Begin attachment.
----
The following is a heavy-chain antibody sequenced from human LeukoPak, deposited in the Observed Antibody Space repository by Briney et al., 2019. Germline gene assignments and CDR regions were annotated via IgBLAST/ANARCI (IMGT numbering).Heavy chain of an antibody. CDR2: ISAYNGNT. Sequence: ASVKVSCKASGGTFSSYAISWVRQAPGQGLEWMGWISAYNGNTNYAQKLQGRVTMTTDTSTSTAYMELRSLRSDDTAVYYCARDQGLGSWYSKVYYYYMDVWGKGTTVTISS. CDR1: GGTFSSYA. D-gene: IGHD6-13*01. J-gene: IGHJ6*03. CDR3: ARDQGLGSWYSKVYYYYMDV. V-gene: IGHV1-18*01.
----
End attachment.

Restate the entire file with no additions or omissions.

The following is a heavy-chain antibody sequenced from human LeukoPak, deposited in the Observed Antibody Space repository by Briney et al., 2019. Germline gene assignments and CDR regions were annotated via IgBLAST/ANARCI (IMGT numbering).Heavy chain of an antibody. CDR2: ISAYNGNT. Sequence: ASVKVSCKASGGTFSSYAISWVRQAPGQGLEWMGWISAYNGNTNYAQKLQGRVTMTTDTSTSTAYMELRSLRSDDTAVYYCARDQGLGSWYSKVYYYYMDVWGKGTTVTISS. CDR1: GGTFSSYA. D-gene: IGHD6-13*01. J-gene: IGHJ6*03. CDR3: ARDQGLGSWYSKVYYYYMDV. V-gene: IGHV1-18*01.